Costello's And Bacharach's Worlds Collide On Memory

New-wave songsmith joins forces with '60s-pop songwriting icon on unusual collaboration.

Seated at a piano in a dark room in Dublin, Ireland, Elvis Costello bowed

his head over his knees in thought, his fingers groping for the white and

black keys as he searched for just the right sound.

Thousands of miles from his songwriting partner in the U.S., the legendary

pop-songsmith Burt Bacharach, Costello said he

worked hard to set the right atmosphere as he searched for the melodies

that would lend themselves to the unlikely songwriting team's first

full-length collaboration, Painted From Memory.

Somewhere in that gloomy Dublin room, Costello said he found them.

"I really was just looking for changes that interested me, remembering them

or running a tape recorder and just improvising until something interesting

developed," Costello said of his role on the LP, which hit stores Tuesday.

The two were encouraged to record a full-length album together after their

pairing on the sweeping ballad

HREF="http://www.addict.com/music/Costello,_Elvis/God_Give_Me_Strength.ram">"God

Give Me Strength" (RealAudio excerpt), written for the Allison

Anders film "Grace of My Heart," earned a Grammy nomination. Pop-songsmith

Costello and '60s-pop icon Bacharach wrote separately some of the time,

then they swapped ideas in sessions that led to the solidifying of songs

such as

HREF="http://www.addict.com/music/Costello,_Elvis/Toledo.ram">"Toledo"

(RealAudio excerpt), a somber sketch of a man caught in an affair.

"[Bacharach] had come up with this bridge in the song 'Toledo,' and he

said, 'I've got this idea that, before we go to the trumpet solo again, we

should have the background voices come in and make a comment,' sort-of

admonish this guy who was trying to bring himself to confess his

infidelity," Costello said.

"I said, 'Hang on a second, there's something coming to me,' and I sang,

'Do you hear her voice/ how could you do that,' and

HREF="http://www.addict.com/interview/Costello,_Elvis/mono-On_Song_Writing-2

8.ram">those words fit exactly [interview excerpt] on the notes

he'd given me. And I could see he was exactly as surprised as I had been

when he had written that passage of music," he continued.

The duo developed a budding mutual-admiration society when they did come

together to work on the 12 brooding songs that make up Painted From

Memory, a series of collaborations Costello described as a process that

was sometimes breathtaking. Costello contributed words and music, while

Bacharach focused on developing the melodies.

"We found ourselves going toward the music you hear. A lot of minor-key

tonality, which obviously gives it an ominous sound sometimes," Costello

said. "I witnessed him composing a passage of music one day while we were

stuck in the middle of the song 'I Still Have That Other Girl' ... and I

actually watched him write it and it took my breath away because he got

lost in it, suddenly he wasn't even there, it was just happening."

As someone who worked with Costello on five previous recordings, Kevin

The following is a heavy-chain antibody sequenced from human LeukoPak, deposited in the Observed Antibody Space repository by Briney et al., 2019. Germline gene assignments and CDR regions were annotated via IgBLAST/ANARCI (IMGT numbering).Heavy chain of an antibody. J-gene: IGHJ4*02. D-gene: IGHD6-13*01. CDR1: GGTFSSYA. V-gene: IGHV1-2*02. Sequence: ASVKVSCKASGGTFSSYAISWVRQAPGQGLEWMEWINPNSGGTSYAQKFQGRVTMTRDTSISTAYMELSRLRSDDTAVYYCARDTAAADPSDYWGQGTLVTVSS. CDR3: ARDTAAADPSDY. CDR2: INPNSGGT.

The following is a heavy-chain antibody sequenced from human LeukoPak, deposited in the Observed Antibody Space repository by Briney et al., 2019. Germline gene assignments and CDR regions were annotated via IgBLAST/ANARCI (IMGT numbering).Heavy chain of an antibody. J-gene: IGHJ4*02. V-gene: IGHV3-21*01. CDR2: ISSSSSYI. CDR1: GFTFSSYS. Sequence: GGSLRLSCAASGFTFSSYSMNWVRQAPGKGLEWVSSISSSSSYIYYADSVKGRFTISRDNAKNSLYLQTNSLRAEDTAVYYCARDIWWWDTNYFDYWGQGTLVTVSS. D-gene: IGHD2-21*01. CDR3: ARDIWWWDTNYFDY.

Killen, who mixed and recorded the LP, was struck by the energy that came

from the interaction between Bacharach and his new-wave-born pop

counterpart, Costello.

"It was an interesting dynamic," Killen said. "They were very respectful of

each other and worked really well together. No one person dominated. Burt

has an uncanny sense of harmonic content and melodic structure."

Recorded at Ocean Way Studios in Los Angeles, Painted From Memory

features Bacharach directing a 24-piece orchestra, which will accompany the

two songwriters on their upcoming mini-tour. The tour begins Oct. 13 at

Radio City Music Hall in New York.

The two songwriters hail from different backgrounds. Bacharach found pop

success in his collaborations with Hal David on songs sung by R&B diva

Dionne Warwick, such as "Do You Know the Way to San Jose" and "Walk On By."

He has won three Academy Awards -- for the songs "Raindrops Keep Fallin'

On My Head" and "Arthur's Theme (Best That You Can Do)" and for best score

(the soundtrack to "Butch Cassidy & the Sundance Kid").

Costello, meanwhile, is known primarily for his melody-driven guitar-pop,

which has filled such albums as his 1977 debut, My Aim Is True, and

launched such pop hits such as "Veronica" and "Everyday I Write the Book."

While both Costello and Bacharach have collaborated with other songwriters

before -- Costello with former Beatle Paul McCartney and Bacharach with

David -- this teaming takes on added significance, given that Bacharach's

most famous work is known for having an almost syrupy-pop quality and that

Costello's early work -- on albums such as 1978's This Year's Model

-- bristled with a raw, rock feel, a sound that paved the way for many

artists in the '80s and '90s.

The new LP blends the two backgrounds seamlessly, in part because Costello

wrote on Bacharach's instrument of choice -- the piano -- instead of guitar.

Acknowledging that there are no uptempo songs on the record, Costello

pointed out that joining forces with Bacharach allowed him to pursue more

subtle aspects of music, outside the reaches of edgy guitar-rock.

"Burt, he's much more adventurous harmonically. His use of rhythm is very

gentle, but out of that subtlety are these explosions of power that no rock

band could ever match," Costello said.

"No rock band could ever match the explosion of power in the middle of 'God

Give Me Strength,' " Costello continued. "You'd need two heavy-metal bands

to have an explosion like that."